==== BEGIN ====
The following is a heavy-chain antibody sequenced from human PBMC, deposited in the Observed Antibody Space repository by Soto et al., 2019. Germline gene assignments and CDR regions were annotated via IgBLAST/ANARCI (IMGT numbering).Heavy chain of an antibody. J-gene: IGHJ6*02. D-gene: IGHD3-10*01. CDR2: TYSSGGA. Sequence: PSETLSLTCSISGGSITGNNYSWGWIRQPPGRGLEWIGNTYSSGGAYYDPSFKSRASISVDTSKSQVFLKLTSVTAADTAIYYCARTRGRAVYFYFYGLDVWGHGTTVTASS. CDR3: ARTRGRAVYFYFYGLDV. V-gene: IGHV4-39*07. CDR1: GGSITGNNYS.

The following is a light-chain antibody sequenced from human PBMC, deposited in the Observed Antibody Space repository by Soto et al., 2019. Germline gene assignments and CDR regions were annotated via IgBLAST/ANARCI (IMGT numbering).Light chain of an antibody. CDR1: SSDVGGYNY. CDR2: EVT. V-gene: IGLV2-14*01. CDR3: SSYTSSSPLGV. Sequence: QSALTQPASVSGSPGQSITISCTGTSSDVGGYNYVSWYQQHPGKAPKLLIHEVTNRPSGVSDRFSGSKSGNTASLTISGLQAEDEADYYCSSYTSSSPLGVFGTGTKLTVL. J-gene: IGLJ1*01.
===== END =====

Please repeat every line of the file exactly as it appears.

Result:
The following is a heavy-chain antibody sequenced from human PBMC, deposited in the Observed Antibody Space repository by Soto et al., 2019. Germline gene assignments and CDR regions were annotated via IgBLAST/ANARCI (IMGT numbering).Heavy chain of an antibody. J-gene: IGHJ6*02. D-gene: IGHD3-10*01. CDR2: TYSSGGA. Sequence: PSETLSLTCSISGGSITGNNYSWGWIRQPPGRGLEWIGNTYSSGGAYYDPSFKSRASISVDTSKSQVFLKLTSVTAADTAIYYCARTRGRAVYFYFYGLDVWGHGTTVTASS. CDR3: ARTRGRAVYFYFYGLDV. V-gene: IGHV4-39*07. CDR1: GGSITGNNYS.

The following is a light-chain antibody sequenced from human PBMC, deposited in the Observed Antibody Space repository by Soto et al., 2019. Germline gene assignments and CDR regions were annotated via IgBLAST/ANARCI (IMGT numbering).Light chain of an antibody. CDR1: SSDVGGYNY. CDR2: EVT. V-gene: IGLV2-14*01. CDR3: SSYTSSSPLGV. Sequence: QSALTQPASVSGSPGQSITISCTGTSSDVGGYNYVSWYQQHPGKAPKLLIHEVTNRPSGVSDRFSGSKSGNTASLTISGLQAEDEADYYCSSYTSSSPLGVFGTGTKLTVL. J-gene: IGLJ1*01.